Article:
Las Vegas, a microcosm of neon, halogen

ientente cordiale with the Eskimos.

makes Whickerish visits to New York and Las Vegas (‘l rather liked the place’). has bear trouble in Glacier National Park and whoops it up in a modern Malamute saloon where he receives the ‘Sourtoe (‘ertificate' for downing a cocktail which instead ofice has a toe ‘the second biggest on a foot. a putrid brown-green colour with a ragged nail and a protruding bone.‘

Along the way Scott meets characters galore and depicts most with affection; glad of hospitality. a lift or the chance of a chat. Rarely does he indulge in introspection and only when ruminative does his tale jarbut he is too wide-eyed for that mood to persist for long. "l'he more you saw. the more you realised how much you were missing'. he thinks when deciding to decline an offer to stay in New Mexico as a cowboy and it’s his insatiable curiosity which carries him towards the next bend. Next stop the land ofthe lncas. ‘It seemed the best thing to be up and go”. wrote Iimpson. it‘s a sentiment Alastair Scott would endorse. for so far the goings been good. (Alan Taylor)

0 The Fisher King Anthony Powell

(l-leinemann £9.95) Alecto, as

anyone who‘s been up the Clyde on a banana boat will know, was one of the Furies; represented with flaming torches. her head covered with snakes and breathing vengeance. war and pestilence. She was not very nice. Strange then that Anthony Powell should launch the cast in his new book on a cruise round Britain in a ship of the same name. But Powell has always been inveterately allusive and at 80 is in no mood to change the habit ofa lifetime.

The Fisher King is thick with analogy. its’ title a glance backwards at one of the most enigmatic figures in Arthurian Legend. Saul Henchman is his modern counterpart. a maverick.

crutch-bearing photographer.



__~ :2 '


and mercury vapour.

from land. Powell examines their relationship mainly through the eyes

' of Valentine Beals. a successful

historical novelist with a fortuitous

j knowledge ofmyth and legend. who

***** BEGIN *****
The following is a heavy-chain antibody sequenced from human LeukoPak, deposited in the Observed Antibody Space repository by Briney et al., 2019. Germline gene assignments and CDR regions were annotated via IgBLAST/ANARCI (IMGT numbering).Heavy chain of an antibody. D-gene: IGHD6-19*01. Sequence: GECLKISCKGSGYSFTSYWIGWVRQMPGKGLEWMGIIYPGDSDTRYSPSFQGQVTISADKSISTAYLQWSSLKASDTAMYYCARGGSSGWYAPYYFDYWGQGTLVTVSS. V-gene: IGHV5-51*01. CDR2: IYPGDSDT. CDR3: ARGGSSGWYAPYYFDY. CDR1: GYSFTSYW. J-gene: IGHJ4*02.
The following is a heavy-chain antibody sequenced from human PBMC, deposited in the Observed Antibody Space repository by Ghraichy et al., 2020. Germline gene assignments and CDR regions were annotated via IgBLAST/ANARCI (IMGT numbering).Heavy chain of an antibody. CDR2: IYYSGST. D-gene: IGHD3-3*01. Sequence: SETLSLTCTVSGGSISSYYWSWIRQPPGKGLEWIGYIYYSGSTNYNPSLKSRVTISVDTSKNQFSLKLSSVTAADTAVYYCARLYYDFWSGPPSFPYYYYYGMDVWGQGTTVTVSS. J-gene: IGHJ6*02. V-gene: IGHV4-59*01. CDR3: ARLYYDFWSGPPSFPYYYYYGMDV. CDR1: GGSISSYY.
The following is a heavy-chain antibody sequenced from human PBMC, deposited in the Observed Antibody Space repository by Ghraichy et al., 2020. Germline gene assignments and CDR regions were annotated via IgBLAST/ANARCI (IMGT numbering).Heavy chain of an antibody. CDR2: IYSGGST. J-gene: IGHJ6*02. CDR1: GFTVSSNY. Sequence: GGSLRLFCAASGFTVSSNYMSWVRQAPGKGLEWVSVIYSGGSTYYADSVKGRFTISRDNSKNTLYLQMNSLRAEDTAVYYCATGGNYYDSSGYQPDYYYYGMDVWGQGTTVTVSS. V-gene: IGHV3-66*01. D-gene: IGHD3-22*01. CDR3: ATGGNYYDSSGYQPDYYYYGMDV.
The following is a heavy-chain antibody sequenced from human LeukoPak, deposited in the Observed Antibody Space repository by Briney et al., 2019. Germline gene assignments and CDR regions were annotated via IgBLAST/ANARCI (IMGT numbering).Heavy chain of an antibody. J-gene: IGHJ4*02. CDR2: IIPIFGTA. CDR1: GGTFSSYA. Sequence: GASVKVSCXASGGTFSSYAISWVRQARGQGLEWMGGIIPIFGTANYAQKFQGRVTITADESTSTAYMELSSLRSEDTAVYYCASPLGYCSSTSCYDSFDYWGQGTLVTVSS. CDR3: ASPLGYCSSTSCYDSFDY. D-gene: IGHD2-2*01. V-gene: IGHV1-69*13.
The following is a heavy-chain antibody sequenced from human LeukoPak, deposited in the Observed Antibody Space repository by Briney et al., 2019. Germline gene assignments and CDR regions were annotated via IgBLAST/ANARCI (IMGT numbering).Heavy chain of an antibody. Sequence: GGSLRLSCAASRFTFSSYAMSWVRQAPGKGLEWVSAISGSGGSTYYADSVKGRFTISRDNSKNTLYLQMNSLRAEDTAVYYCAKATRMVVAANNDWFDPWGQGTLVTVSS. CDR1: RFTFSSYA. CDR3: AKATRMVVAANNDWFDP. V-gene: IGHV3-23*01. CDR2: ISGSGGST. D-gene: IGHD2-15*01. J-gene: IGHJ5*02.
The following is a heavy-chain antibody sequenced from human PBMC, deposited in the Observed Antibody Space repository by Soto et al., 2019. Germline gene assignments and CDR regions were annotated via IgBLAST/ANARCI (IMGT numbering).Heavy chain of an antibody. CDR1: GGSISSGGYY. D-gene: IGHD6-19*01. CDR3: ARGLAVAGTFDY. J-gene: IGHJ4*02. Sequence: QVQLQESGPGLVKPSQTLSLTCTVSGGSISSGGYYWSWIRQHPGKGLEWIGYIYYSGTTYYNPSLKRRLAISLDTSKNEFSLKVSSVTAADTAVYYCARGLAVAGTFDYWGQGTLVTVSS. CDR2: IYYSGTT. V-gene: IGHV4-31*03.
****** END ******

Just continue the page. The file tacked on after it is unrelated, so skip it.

sets ‘supercilious neglect against

; heartening royalty statement.’ While

Beals‘ party. consisting of his wife and the nosey Middlecotes. speculates over the odd couple. others aboard have a more vested interest.

The plot. such as it is. unfolds coincidentally. in Powell’s familiar circumlocutory style. Eccentric sentence-spinning (eg ‘He liked extracting pungent overplus from superficially unpromising essences‘) mingles with delightful urbane humour as Barberina seems set to ditch Henchman. But for whom?

(iary Lamont. a highflying ! newspaper exec a kind of latterday ' (iatsby'. seems likeliest to carry her

off but on the high seas an unlikely

, rival surfaces. young and languid 5 Robin Jilson.

()ther passengers are used like props. rarely taking centre stage but giving depth to the story and its

- allusiveness. Mr Jacks. an ageing

Don Juan. bores brilliantly from his

bar stool. the predatory Dr Lorna 5 'I‘iptoft who has her eye on Jilson and ; whom Beal equates with the Loathly

Damsel. and the homosexual couple, Basically Bach and Marginally Mahler. eternally locked in altercation over whose favourite composer was greatest: all dance not to the music of time but of love. As

danced by Barberina Rockwood it is

full of meaning and implication. heralding the end ofa relationship, the start ofsomething new.

Powell‘s novel walks the gangplank between farce and seriousness. but his control is never in doubt. It is a microcosm of the Human Comedy.

: sad and comic. verging on the ridiculous even to the last as

Henchman. cut adrift from Barberina. and Mr Jack trudge across an Orkney moor laden with cameras and fishing tackle:

The rain had abated a little, though not altogether. In spite of foul

weth er there was exhilaration in the northern air. The leaden surface of the loch was just perceptiny heaving

5 in the wind. still blo wing from time to

time in fairly strong gusts. ()n the far side of the waters, low rounded hills, soft and mysterioto' concealed in luminous haze the frontiers of Thule: the edge of th e known world; man 's permitted limits; a green barriered check-point beyond which the fearful cataract of torrential seas cascaded down into Chaos.

As Beals says. ‘the story was drawing to a close, if any story could truly be said to have a close.‘ With The Fisher King you feel inclined to turn to the first page and start again. (Alan Taylor)

j i